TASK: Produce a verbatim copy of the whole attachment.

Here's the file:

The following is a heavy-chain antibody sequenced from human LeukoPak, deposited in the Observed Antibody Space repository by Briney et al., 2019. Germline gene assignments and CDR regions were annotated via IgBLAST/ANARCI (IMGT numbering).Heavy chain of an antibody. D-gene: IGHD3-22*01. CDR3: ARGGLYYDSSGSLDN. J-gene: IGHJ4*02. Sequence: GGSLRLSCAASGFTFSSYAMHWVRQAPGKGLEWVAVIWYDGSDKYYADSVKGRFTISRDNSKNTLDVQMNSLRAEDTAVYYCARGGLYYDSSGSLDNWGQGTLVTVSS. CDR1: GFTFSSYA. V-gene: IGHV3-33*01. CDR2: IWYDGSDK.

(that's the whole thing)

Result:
The following is a heavy-chain antibody sequenced from human LeukoPak, deposited in the Observed Antibody Space repository by Briney et al., 2019. Germline gene assignments and CDR regions were annotated via IgBLAST/ANARCI (IMGT numbering).Heavy chain of an antibody. D-gene: IGHD3-22*01. CDR3: ARGGLYYDSSGSLDN. J-gene: IGHJ4*02. Sequence: GGSLRLSCAASGFTFSSYAMHWVRQAPGKGLEWVAVIWYDGSDKYYADSVKGRFTISRDNSKNTLDVQMNSLRAEDTAVYYCARGGLYYDSSGSLDNWGQGTLVTVSS. CDR1: GFTFSSYA. V-gene: IGHV3-33*01. CDR2: IWYDGSDK.